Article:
The importance of sex in a relationship, especially a few years after marriage, is underrated and most couples have no clue as to just why and when it happens.
According to The Daily Telegraph, Denise Donnelly at Georgia State University believes that the sooner men and women start asking questions the sooner their situation might return to those passion-rich days of old. A sexless union may come about for many reasons, including a combination of any of the following.
It could be that:
A couple never had a lot of sex to begin with;
A specific event led to no sex, for example, the birth of a child or an affair;
Lovers are juggling too much between family, career, and other life demands;
Low sex drive due to physiological, mental, or relational factors;
A partner is uncomfortable with sex or his/her body and/or sexual skills and many more.
So how does one resuscitate the sex in their relationship?
"By taking care of the sex bit, one must attend to other matters as well. An action plan should include the following," said sex expert Dr Yvonne Fulbright.
1. Be introspective. You need to start with yourself, asking some tough questions on how your relationship got to this point. Items to consider include: What does the lack of sex indicate? Could it be that you're not a good match? Has your relationship reached its expiration date? Or, is there a much bigger problem to tackle outside of the bedroom?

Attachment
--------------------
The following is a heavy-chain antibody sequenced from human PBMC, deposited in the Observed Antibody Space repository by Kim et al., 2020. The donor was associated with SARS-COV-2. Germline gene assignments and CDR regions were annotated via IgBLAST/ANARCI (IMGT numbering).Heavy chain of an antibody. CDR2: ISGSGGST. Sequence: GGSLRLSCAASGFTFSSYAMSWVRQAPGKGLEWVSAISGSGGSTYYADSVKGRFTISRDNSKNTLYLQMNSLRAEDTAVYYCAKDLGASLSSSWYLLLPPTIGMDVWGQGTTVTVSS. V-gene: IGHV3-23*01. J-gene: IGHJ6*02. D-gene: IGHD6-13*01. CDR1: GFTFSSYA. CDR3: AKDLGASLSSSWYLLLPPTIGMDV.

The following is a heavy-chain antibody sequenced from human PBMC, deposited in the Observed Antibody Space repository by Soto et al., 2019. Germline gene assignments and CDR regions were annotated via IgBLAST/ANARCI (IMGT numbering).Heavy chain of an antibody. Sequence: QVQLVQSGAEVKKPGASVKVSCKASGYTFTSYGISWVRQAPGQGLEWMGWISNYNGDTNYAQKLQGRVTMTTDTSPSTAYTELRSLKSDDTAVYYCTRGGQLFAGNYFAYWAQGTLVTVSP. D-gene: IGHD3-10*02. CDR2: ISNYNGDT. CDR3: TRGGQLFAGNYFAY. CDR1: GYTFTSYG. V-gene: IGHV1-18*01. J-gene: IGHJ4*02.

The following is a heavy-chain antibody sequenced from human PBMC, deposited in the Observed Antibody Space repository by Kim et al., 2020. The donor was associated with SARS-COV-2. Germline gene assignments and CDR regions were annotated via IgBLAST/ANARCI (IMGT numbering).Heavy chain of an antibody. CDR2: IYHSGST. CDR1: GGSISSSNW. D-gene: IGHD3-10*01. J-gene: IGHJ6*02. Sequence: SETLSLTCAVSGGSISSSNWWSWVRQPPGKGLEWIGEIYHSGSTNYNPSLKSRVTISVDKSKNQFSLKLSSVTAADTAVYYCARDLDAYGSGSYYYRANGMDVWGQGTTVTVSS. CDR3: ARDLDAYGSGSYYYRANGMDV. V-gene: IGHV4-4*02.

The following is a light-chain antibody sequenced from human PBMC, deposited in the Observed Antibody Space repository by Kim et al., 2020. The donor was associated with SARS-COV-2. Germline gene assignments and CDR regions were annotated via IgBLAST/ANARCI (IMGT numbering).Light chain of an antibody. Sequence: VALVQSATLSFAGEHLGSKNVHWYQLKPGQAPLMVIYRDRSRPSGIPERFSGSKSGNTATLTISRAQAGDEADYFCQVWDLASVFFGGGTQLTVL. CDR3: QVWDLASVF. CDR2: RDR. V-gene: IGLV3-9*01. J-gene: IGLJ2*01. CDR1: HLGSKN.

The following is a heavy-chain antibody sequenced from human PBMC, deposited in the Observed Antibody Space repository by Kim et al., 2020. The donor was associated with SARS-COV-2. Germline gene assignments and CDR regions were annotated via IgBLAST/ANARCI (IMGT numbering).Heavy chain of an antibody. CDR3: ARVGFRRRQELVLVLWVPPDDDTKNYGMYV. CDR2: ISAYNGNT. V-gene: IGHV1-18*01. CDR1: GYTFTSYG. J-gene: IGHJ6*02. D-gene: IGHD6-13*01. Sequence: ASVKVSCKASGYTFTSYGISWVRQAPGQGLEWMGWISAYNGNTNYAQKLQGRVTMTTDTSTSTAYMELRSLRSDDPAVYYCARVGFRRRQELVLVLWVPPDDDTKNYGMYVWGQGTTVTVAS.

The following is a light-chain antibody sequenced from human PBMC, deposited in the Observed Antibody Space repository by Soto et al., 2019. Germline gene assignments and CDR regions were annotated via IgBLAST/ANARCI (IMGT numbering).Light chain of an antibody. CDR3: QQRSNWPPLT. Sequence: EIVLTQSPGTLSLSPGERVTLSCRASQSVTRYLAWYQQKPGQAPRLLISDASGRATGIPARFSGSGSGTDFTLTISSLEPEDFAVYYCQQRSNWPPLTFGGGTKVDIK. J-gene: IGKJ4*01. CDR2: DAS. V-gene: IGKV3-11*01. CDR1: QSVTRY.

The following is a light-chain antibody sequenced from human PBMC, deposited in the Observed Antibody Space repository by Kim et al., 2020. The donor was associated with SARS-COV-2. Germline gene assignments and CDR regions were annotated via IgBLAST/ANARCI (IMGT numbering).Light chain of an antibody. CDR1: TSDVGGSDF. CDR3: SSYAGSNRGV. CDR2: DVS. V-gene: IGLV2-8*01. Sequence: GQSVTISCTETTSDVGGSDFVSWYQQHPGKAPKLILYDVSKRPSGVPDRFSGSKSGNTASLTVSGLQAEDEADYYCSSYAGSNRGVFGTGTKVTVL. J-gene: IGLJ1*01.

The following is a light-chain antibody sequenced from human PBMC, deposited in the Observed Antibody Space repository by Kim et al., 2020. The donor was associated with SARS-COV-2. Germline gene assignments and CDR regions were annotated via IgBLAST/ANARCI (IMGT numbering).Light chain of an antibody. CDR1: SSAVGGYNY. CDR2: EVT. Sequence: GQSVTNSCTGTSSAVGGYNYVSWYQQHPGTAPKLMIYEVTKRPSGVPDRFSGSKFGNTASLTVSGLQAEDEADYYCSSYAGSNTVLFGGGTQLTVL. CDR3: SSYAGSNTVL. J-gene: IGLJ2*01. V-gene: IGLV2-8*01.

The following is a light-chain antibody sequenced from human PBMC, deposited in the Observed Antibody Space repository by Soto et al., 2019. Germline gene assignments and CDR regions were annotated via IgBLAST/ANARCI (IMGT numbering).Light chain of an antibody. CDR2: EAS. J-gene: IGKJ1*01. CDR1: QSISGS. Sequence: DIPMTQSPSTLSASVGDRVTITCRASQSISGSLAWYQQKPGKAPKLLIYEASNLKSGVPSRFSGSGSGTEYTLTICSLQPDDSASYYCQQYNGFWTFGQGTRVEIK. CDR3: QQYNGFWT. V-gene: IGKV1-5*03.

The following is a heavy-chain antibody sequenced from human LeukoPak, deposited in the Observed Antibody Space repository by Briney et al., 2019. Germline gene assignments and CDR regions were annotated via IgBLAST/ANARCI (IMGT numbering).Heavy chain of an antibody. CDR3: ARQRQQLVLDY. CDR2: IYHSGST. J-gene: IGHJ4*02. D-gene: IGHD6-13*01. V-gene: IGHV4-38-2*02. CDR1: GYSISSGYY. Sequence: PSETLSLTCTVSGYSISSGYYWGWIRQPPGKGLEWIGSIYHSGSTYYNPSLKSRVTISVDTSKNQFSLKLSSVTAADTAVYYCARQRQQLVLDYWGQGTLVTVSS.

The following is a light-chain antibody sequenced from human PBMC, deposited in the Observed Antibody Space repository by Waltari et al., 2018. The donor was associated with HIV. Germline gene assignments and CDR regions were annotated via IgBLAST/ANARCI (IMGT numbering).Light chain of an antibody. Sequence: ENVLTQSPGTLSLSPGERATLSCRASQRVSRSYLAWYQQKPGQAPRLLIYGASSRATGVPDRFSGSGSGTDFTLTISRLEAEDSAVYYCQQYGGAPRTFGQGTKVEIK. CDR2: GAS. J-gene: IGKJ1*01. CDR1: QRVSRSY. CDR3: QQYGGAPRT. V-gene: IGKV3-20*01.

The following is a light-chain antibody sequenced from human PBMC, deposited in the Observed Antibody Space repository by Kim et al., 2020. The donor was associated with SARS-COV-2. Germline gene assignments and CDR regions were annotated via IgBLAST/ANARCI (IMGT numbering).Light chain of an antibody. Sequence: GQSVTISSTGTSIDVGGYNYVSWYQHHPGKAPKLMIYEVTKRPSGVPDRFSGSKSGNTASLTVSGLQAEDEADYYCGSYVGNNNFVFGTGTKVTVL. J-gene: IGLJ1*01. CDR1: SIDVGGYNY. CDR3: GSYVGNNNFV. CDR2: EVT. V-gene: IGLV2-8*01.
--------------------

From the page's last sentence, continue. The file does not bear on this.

2. Talk about your sex life and relationship. In doing so, you want to raise awareness without blaming or sulking. Simply point out what's going on without issuing ultimatums or making threats. Let your partner know that you want to talk about what can be done to fix things.
3. Only worry about yourselves. Don't allow yourselves to feel abnormal or unhealthy for not having sex, as society tends to make us feel. Don't put pressure on yourselves when it comes to having an "ideal" amount of sex.
4. Plan for a break. Get sex off of the back burner by making time for it on a regular basis. While the occasional vacation can be just what the doctor ordered, seek to take time off from work (and send any kids away) to be alone at home. Balance this with efforts to connect outside of the bedroom and in non-sexual ways.
5. Seek professional help to establish or re-establish communication. Working with a therapist or counsellor is great to establish a safe environment. Such a professional can help you to reach your goals, examine the reasons for a lack of motivation, and face past and present influences that are contributing to the situation.
"Such data should be plenty of incentive to end this sexual starvation. Let it go any longer, and one becomes weaker with greater frustration, feelings of isolation, and lower self-esteem," Fulbright added.